The Mitsubishi M Digital Delay IC has been discontinued for reasons beyond my comprehensionand for some time there was no suitable replacement. See Project 26A for the replacement project details. You will be unable to build the version shown here unless you happen to have access to some M ICs. The Surround Sound Processor Project 18 is a standard Hafler matrix, and will provide a passable rear channel signal. In order to confuse the brain, we really need to delay the signal, which makes it sound as if it were further away. This principle is used in virtually all commercial units, but they have a tendency to be somewhat more complex than a simple passive unit. The digital delay presented here is expected to be sufficient for most applications, and although the delay is fixed at 20ms, this is the most usable delay period. This is the equivalent of being about 7 metres away from the rear speakers, and they will have a suitably 'distant' sound, even when relatively close to the listening position. Most commercial units will add extra features different delay periods, reverberation, etcwhich are all missing from this circuit quite deliberately. These effects are possibly fine to impress your friends, but will become very tedious after a relatively short time, and end up detracting from the program material - you are listening to the effects instead of the sound. Also included is a complete diagram showing how the Digital Delay Unit, Surround Sound Processor Project 18either of the Stereo Width Controllers Project 21 and even electronic crossover Project 08 or Project 09 can be assembled into a complete unit. All that is needed is a whole bunch of amplifiers 8 of them for the most complete arrangement, but you could survive with only 7. This has been around for a while now, and is simple and effective provided that a fixed delay is acceptable. The serial data required to obtain different delay settings is not easily obtained, and would add considerably to the complexity of the circuit. As such, it would no longer be a simple matter to construct using Veroboard or similar, and would require a printed circuit board. The circuit is almost a direct adaptation from the Mitsubishi data sheet, and as shown will give good performance over a wide frequency range. The filters are tuned to around 9. This seems to be the optimum response for rear channel speakers, so should be left alone. The filter circuits use internal opamps, and only require the external components shown below. Figure 1 - The Digital Delay Unit. As shown, the unit can be constructed as a module quite easily, requiring a 5 Volt supply, analogue and digital earth connections, and an input and output. This is easy to wire up, and will keep expensive mistakes to a minimum. The 2MHz crystal or you can use a ceramic resonator if you prefer is probably the only item apart from the M that may be a little awkward to obtain. The 5 Volt supply must be regulated, as anything over 6 Volts will destroy the delay chip. See Figure 4 for a suitable power supply circuit. The input driver circuit is designed to reduce the signal level applied to the delay chip, to prevent any risk of overload. Since the maximum specified level is 1 Volt RMS, it is important to ensure that the signal is below this at all times. The output from a CD player is generally about 2. Since this must be amplified again after the delay, there is a pre-emphasis circuit included to increase the level of high frequencies. The frequency response is restored to normal with treble cut after the delay, reducing noise as well. This technique is used with FM radio broadcasts, vinyl disks and in many other areas and is effective in minimising noise levels. As can be seen, the circuit is very simple. The resistor marked "SoT" Select on Test is designed to allow for the fact that the gain or loss through the delay circuit is not necessarily unity, but can vary. This is designed only to compensate for units with a lower than normal gain, and might be as low as 15k for the worst case. This is unlikely, so if desired, the resistor may be omitted altogether, or a k pot can be used to allow the gain to be changed easily. A complete surround system would consist of a power supply, the decoder matrix, optionally the stereo width controller, and the delay unit. Figure 3 shows my suggested method of interconnecting the units, which can all be housed in a single case. For the more adventurous, you can add a pair of Linkwitz-Riley crossovers for bi-amping shown in the dotted box for the front left and right speakers. This keeps everything together, and only the switches needs to be accessible in normal use. All level controls should be set to the desired volume, and not fiddled with once you have it the way you want.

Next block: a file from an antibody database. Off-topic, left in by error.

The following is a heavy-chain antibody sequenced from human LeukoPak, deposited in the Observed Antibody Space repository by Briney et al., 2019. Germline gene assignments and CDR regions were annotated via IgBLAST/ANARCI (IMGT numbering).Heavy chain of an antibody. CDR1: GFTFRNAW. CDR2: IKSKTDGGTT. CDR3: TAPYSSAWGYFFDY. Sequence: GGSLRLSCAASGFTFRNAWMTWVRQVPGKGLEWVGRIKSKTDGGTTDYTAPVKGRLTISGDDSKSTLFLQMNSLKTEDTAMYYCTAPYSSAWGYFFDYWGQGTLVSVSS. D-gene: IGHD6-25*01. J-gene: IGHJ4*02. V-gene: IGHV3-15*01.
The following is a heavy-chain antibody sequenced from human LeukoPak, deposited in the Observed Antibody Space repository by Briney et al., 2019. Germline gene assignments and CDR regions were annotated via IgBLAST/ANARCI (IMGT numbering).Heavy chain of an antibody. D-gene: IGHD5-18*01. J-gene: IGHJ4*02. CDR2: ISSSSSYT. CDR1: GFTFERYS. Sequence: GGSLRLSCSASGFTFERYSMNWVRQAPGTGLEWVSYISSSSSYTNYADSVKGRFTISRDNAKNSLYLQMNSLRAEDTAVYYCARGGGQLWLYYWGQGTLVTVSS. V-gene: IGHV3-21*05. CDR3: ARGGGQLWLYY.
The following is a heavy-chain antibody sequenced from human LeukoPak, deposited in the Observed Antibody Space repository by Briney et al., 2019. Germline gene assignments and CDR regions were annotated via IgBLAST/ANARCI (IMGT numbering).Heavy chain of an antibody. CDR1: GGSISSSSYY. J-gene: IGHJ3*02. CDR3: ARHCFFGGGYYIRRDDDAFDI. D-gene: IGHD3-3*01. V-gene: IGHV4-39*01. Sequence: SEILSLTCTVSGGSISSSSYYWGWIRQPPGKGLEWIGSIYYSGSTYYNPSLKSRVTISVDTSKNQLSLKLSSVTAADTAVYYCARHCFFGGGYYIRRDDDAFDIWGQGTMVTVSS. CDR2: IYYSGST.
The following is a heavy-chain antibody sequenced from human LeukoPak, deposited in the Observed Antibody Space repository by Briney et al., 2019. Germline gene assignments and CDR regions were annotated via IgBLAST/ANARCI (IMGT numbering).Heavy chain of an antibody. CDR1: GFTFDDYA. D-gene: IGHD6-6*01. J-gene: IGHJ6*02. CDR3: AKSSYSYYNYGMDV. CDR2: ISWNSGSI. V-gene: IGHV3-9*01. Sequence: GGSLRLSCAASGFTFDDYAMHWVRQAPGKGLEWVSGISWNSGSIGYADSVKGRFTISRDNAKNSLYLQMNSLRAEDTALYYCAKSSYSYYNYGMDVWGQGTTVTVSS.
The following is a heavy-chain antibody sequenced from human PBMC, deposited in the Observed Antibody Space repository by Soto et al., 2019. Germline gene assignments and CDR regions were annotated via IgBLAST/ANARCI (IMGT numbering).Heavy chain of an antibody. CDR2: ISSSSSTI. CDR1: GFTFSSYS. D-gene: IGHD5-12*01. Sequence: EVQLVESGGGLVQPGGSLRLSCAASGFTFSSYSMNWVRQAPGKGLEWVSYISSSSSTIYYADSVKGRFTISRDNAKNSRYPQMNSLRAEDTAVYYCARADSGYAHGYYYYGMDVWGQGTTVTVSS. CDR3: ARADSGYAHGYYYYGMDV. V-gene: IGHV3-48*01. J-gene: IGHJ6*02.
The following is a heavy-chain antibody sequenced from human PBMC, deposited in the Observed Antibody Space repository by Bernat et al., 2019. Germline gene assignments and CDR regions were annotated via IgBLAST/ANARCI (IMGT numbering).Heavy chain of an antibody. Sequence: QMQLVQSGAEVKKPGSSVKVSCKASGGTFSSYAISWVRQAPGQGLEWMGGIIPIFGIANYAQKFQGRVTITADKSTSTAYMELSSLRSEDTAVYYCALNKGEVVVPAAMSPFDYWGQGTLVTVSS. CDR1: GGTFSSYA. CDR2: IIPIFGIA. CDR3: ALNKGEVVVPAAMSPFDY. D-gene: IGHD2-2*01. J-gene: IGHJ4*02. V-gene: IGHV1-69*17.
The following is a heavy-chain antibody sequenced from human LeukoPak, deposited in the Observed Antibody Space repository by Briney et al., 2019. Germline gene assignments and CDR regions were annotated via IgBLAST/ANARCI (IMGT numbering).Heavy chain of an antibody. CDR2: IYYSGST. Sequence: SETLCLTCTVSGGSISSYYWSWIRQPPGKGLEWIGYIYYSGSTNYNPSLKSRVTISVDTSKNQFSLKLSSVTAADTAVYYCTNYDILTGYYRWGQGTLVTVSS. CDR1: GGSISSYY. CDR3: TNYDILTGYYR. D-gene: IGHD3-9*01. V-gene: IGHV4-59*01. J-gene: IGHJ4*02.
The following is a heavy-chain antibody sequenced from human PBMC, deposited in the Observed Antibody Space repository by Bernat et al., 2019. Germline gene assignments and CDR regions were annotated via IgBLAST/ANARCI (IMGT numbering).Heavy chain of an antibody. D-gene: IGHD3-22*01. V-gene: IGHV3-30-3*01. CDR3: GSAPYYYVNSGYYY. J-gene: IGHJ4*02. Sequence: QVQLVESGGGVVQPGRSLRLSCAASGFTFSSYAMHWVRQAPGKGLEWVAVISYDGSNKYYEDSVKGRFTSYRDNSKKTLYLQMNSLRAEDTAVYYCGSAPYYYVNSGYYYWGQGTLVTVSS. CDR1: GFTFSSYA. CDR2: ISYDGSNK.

The simplest audio delay in the world